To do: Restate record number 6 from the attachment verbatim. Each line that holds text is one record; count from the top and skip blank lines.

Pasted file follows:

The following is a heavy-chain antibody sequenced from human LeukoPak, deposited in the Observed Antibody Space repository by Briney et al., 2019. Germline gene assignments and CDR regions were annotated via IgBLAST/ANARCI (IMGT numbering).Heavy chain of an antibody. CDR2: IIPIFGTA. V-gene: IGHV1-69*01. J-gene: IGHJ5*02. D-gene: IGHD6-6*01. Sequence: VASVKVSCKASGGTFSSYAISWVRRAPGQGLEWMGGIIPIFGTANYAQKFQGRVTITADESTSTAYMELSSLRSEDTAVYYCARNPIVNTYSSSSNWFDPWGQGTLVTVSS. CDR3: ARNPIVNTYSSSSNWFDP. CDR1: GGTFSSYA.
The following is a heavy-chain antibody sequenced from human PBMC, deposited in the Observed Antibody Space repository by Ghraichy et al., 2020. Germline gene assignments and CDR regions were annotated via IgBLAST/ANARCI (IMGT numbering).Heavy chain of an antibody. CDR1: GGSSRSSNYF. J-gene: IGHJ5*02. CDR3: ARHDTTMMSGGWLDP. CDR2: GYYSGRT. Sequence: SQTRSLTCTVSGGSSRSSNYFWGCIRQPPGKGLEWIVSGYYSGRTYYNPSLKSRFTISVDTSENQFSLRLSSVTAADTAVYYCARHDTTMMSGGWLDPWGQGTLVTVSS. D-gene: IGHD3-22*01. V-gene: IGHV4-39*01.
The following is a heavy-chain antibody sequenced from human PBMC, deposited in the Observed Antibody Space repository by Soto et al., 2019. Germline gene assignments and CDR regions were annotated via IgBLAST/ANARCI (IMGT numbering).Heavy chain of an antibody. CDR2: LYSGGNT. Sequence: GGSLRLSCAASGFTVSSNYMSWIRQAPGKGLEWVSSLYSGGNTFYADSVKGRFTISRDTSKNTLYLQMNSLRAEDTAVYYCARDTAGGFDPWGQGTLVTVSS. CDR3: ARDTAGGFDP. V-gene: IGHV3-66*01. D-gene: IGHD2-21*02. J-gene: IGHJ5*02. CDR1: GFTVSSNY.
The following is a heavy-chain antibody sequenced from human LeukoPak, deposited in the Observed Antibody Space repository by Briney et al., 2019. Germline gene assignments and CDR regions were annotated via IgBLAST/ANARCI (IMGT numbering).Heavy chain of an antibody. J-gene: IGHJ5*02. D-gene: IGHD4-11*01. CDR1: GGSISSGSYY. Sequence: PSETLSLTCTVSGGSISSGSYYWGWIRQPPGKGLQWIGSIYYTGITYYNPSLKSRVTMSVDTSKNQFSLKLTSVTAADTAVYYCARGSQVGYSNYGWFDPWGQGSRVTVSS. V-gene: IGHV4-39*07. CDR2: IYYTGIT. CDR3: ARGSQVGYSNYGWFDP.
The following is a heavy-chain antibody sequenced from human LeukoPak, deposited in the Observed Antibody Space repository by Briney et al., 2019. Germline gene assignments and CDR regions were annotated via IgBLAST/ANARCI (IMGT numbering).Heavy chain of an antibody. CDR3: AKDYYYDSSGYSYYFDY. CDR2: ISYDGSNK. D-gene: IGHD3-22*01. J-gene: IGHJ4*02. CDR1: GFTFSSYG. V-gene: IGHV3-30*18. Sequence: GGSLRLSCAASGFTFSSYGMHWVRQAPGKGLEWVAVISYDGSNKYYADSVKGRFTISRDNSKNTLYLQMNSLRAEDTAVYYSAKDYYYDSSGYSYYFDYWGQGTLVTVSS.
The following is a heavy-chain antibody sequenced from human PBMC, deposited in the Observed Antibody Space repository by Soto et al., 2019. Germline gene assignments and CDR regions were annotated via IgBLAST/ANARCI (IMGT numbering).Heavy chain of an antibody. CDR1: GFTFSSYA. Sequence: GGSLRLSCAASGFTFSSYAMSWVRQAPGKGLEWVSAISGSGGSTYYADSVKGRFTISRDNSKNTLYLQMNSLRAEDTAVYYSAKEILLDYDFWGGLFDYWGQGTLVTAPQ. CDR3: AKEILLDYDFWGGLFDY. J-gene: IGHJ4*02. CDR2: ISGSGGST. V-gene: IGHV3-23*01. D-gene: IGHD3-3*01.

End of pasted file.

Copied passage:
The following is a heavy-chain antibody sequenced from human PBMC, deposited in the Observed Antibody Space repository by Soto et al., 2019. Germline gene assignments and CDR regions were annotated via IgBLAST/ANARCI (IMGT numbering).Heavy chain of an antibody. CDR1: GFTFSSYA. Sequence: GGSLRLSCAASGFTFSSYAMSWVRQAPGKGLEWVSAISGSGGSTYYADSVKGRFTISRDNSKNTLYLQMNSLRAEDTAVYYSAKEILLDYDFWGGLFDYWGQGTLVTAPQ. CDR3: AKEILLDYDFWGGLFDY. J-gene: IGHJ4*02. CDR2: ISGSGGST. V-gene: IGHV3-23*01. D-gene: IGHD3-3*01.